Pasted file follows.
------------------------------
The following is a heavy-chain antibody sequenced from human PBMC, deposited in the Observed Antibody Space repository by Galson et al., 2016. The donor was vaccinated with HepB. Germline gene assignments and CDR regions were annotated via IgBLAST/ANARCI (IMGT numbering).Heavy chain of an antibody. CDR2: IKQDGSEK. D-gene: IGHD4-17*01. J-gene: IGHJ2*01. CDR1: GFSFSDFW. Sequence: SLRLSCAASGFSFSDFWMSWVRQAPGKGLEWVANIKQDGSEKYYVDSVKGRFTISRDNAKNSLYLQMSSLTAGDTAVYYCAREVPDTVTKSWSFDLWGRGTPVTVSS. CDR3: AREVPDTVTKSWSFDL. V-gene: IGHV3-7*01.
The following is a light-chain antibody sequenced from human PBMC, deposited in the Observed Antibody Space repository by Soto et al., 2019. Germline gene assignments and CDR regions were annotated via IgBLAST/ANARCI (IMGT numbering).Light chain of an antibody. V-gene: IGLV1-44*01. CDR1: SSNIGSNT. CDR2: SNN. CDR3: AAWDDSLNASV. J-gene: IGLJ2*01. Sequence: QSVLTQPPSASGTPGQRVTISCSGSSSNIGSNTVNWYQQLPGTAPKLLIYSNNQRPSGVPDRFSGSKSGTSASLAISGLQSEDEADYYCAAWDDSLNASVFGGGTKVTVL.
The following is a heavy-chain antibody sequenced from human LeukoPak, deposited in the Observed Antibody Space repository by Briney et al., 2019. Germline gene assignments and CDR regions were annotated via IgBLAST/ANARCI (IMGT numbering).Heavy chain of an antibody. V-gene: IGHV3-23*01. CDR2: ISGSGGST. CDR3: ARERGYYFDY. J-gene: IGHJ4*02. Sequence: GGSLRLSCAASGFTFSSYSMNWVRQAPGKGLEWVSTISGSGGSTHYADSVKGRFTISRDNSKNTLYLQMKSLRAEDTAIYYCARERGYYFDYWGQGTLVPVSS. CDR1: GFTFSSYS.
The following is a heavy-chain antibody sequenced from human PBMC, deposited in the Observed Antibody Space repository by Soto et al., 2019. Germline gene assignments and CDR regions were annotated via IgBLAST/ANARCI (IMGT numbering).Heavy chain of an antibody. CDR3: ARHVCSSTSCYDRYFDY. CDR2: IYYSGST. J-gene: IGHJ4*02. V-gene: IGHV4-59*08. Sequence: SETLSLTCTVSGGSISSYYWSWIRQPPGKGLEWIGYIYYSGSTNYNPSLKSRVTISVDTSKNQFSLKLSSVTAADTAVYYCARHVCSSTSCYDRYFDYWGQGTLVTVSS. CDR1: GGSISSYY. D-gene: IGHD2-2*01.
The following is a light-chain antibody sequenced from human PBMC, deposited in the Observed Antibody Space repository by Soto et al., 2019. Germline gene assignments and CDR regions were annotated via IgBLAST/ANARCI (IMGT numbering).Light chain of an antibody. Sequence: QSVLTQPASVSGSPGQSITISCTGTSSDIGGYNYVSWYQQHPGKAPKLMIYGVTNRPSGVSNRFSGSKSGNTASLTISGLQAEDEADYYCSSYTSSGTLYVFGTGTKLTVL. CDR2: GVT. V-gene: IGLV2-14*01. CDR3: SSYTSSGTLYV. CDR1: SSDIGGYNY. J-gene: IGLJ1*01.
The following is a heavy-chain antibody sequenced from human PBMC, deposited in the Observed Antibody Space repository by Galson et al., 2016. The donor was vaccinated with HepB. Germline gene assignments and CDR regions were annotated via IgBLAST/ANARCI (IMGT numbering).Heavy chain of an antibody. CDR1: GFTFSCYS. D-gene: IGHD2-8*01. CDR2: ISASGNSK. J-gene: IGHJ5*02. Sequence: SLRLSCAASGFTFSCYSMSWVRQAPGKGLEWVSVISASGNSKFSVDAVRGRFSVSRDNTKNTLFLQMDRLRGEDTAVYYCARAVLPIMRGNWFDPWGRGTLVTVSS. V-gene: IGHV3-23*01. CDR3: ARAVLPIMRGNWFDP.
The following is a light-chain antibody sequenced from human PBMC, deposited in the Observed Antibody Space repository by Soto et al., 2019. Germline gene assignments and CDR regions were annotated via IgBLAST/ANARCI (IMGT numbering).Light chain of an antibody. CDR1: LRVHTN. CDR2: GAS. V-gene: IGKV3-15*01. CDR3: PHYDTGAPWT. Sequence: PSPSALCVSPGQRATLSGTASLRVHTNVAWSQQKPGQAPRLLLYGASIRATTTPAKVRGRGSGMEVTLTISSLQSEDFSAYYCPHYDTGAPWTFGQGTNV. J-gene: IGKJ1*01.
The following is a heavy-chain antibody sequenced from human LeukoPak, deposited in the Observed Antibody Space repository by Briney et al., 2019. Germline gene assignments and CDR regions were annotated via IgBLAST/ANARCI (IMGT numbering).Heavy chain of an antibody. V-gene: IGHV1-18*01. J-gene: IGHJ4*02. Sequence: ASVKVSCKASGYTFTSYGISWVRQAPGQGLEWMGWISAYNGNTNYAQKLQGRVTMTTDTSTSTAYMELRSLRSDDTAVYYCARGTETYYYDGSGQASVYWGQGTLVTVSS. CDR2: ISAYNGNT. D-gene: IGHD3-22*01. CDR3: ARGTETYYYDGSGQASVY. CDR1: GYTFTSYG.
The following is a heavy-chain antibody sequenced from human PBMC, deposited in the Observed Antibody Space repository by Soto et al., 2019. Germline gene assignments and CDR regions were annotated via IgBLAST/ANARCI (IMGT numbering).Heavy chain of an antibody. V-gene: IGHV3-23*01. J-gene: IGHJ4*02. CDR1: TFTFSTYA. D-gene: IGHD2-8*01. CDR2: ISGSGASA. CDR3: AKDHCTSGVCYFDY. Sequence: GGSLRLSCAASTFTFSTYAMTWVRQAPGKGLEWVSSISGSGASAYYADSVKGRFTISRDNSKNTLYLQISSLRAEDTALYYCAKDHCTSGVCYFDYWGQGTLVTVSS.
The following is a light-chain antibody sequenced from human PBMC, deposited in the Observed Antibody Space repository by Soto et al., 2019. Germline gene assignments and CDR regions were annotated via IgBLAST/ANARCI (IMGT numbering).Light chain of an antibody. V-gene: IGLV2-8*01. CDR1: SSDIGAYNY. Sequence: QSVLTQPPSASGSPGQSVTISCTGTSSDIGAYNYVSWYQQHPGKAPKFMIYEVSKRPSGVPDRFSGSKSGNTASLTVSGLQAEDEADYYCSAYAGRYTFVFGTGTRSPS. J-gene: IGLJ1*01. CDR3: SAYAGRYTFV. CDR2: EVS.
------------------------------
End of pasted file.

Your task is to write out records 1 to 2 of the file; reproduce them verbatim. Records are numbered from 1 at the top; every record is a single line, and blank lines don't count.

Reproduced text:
The following is a heavy-chain antibody sequenced from human PBMC, deposited in the Observed Antibody Space repository by Galson et al., 2016. The donor was vaccinated with HepB. Germline gene assignments and CDR regions were annotated via IgBLAST/ANARCI (IMGT numbering).Heavy chain of an antibody. CDR2: IKQDGSEK. D-gene: IGHD4-17*01. J-gene: IGHJ2*01. CDR1: GFSFSDFW. Sequence: SLRLSCAASGFSFSDFWMSWVRQAPGKGLEWVANIKQDGSEKYYVDSVKGRFTISRDNAKNSLYLQMSSLTAGDTAVYYCAREVPDTVTKSWSFDLWGRGTPVTVSS. CDR3: AREVPDTVTKSWSFDL. V-gene: IGHV3-7*01.
The following is a light-chain antibody sequenced from human PBMC, deposited in the Observed Antibody Space repository by Soto et al., 2019. Germline gene assignments and CDR regions were annotated via IgBLAST/ANARCI (IMGT numbering).Light chain of an antibody. V-gene: IGLV1-44*01. CDR1: SSNIGSNT. CDR2: SNN. CDR3: AAWDDSLNASV. J-gene: IGLJ2*01. Sequence: QSVLTQPPSASGTPGQRVTISCSGSSSNIGSNTVNWYQQLPGTAPKLLIYSNNQRPSGVPDRFSGSKSGTSASLAISGLQSEDEADYYCAAWDDSLNASVFGGGTKVTVL.